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Indian J Occup Environ Med. 2010 August; 14(2): 39–41.
PMCID: PMC2992862

Multinomial logistic regression model to assess the levels in trans, trans-muconic acid and inferential-risk age group among benzene-exposed group

Abstract

There are only a few studies performed on multinomial logistic regression on the benzene-exposed occupational group. A study was carried out to assess the relationship between the benzene concentration and trans-trans-muconic acid (t,t-MA), biomarkers in urine samples from petrol filling workers. A total of 117 workers involved in this occupation were selected for this current study. Generally, logistic regression analysis (LR) is a common statistical technique that could be used to predict the likelihood of categorical or binary or dichotomous outcome variables. The multinomial logistic regression equations were used to predict the relationship between benzene concentration and t,t-MA. The results showed a significant correlation between benzene and t,t-MA among the petrol fillers. Prediction equations were estimated by adopting the physical characteristic viz., age, experience in years and job categories of petrol filling station workers. Interestingly, there was no significant difference observed among experience in years. Petrol fillers and cashiers having a higher occupational risk were in the age group of ≤24 and between 25 and 34 years. Among the petrol fillers, the t,t-MA levels with exceeding ACGIH TWA-TLV level was showing to be more significant. This study demonstrated that multinomial logistic regression is an effective model for profiling the greatest risk of the benzene-exposed group caused by different explanatory variables.

Keywords: Benzene, multinomial logistic regression, petrol filler, t, t-MA

INTRODUCTION

Study Design and Data Sources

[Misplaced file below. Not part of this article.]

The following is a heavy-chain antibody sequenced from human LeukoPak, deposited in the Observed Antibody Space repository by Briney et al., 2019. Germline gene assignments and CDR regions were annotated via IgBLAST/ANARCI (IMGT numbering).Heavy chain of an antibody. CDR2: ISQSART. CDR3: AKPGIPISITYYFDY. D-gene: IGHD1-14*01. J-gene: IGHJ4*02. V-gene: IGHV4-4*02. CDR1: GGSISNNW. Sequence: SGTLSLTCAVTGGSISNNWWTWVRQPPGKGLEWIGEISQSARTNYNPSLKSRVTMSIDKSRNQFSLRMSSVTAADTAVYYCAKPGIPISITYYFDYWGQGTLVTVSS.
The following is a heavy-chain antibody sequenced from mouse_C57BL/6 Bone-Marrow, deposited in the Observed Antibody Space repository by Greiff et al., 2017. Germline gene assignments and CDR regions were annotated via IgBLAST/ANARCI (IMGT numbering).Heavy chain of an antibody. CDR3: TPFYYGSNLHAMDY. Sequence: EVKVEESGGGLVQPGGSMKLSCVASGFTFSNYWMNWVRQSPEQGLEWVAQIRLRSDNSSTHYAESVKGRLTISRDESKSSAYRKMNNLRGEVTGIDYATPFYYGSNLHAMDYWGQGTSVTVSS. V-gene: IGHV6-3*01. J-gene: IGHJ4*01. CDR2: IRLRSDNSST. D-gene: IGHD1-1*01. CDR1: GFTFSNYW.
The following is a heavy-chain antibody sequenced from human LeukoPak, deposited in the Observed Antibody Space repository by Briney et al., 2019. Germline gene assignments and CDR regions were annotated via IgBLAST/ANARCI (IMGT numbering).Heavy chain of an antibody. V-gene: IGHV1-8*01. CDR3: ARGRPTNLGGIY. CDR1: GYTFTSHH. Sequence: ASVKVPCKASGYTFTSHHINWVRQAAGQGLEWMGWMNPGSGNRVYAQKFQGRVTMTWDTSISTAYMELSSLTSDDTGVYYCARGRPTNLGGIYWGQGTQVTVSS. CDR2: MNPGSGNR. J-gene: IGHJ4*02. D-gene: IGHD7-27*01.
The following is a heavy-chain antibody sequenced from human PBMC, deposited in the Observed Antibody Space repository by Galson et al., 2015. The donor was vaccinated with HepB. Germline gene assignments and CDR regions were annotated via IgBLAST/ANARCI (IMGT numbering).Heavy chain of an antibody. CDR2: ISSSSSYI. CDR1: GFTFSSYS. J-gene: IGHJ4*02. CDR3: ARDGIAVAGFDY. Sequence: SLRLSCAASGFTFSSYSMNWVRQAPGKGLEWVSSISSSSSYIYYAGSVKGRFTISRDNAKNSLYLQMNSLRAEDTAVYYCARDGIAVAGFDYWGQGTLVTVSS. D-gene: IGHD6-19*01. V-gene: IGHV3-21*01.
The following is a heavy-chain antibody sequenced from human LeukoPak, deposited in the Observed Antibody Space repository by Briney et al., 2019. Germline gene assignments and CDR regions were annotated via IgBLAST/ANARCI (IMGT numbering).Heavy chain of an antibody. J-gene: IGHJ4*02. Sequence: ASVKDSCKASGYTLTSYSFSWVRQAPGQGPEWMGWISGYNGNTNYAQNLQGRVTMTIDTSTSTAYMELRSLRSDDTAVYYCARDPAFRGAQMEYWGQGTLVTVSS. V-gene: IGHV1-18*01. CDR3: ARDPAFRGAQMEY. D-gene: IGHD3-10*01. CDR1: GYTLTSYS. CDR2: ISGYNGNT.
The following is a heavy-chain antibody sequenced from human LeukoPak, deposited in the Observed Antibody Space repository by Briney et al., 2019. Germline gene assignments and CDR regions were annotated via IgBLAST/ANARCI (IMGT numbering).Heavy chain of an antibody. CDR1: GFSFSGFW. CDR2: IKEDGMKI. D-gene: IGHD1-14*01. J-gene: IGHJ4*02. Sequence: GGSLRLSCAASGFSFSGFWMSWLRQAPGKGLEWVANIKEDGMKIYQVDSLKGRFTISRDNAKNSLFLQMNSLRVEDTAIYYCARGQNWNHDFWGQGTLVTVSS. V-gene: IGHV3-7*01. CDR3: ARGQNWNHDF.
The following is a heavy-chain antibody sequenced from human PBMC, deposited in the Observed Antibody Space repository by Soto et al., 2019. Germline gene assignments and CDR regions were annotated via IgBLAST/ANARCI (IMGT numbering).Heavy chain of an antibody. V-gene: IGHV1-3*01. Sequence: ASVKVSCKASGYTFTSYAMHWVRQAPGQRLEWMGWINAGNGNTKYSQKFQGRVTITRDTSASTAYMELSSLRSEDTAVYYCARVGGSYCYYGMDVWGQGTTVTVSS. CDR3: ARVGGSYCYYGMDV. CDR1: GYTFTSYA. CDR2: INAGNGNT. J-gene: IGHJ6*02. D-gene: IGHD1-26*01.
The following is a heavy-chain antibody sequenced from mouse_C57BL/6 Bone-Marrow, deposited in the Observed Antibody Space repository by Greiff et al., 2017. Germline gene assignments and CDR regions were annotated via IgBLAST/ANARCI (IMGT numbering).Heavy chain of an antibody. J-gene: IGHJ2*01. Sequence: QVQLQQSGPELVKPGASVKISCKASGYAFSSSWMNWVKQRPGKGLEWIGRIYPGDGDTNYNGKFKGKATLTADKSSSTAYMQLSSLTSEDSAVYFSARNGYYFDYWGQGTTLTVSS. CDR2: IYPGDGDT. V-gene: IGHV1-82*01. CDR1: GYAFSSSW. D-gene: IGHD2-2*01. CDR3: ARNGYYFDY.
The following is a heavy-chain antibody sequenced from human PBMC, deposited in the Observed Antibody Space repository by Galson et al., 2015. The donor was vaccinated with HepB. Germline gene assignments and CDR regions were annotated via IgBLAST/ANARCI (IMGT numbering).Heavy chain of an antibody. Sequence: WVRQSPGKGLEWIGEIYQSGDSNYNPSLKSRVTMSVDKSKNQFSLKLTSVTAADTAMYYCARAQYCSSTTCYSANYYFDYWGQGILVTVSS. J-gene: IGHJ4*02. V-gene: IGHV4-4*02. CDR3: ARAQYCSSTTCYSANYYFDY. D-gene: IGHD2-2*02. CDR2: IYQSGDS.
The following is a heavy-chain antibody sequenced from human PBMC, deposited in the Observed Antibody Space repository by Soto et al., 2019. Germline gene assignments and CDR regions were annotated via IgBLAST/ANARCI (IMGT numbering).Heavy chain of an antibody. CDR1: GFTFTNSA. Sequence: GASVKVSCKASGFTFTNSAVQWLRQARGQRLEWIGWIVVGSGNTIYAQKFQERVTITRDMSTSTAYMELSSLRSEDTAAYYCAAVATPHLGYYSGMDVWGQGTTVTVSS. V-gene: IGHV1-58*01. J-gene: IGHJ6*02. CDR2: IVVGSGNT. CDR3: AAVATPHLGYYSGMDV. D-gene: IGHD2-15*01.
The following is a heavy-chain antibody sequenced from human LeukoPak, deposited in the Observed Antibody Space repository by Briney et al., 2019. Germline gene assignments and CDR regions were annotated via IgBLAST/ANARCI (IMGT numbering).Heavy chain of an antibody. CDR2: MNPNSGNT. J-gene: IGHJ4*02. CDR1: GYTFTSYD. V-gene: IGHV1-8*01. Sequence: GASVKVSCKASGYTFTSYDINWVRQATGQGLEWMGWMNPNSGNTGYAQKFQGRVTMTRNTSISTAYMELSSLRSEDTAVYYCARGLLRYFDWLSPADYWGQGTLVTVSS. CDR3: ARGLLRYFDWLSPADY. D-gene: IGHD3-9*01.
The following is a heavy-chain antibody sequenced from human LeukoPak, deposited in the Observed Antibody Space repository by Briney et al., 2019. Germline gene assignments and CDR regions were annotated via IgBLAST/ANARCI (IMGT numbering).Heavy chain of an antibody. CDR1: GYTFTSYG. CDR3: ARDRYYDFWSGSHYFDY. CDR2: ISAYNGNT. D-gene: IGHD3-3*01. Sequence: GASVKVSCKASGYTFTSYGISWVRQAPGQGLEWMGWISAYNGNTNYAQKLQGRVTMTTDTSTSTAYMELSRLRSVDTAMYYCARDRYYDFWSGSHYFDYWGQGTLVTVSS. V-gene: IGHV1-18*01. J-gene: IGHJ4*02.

Benzene is a constituent of motor fuel, a byproduct of combustion, automobile exhaust and cigarette smoke, which is a widespread environmental pollutant. Because it is classified as a human carcinogen, monitoring of benzene in the environment and its biomarkers is of importance. Trans-trans-muconic acid (t,t-MA) is one of the biomarkers for benzene exposure. In this study, t,t-MA was estimated in the urine samples of petrol filling station workers from various petrol filling stations located in Bangalore. It is important to study the health risk factors among petrol filling station workers viz., manager, cashier and petrol filler. Irrespective of their designation, all the three were involved in that occupation. There is a rapid increase in usage of vehicles, which leads to a greater benzene exposure among this group. Classification and prediction are the more common practices in applied medical research. Mathematical model is widely used for prediction of exposed outcomes. Discriminate analysis is mainly used for classification and logistic regression and the dependent variables in binary or strict, with two categories. In a few studies, the relative predictivity of these methods was employed as an outcome variable that had more than two groups with unequal sizes. These models have been investigated when reducing bias by promoting the efficiency of the parameter estimation when the dependent variable has more than two groups. In this study, the multinomial logistic regression model was employed to identify the benzene-exposed group at the greatest risk of higher levels of t,t-MA levels, age groups and experience in years. The proposed objective of the study was to determine the likelihood of workers to have exceeded the t,t-MA values.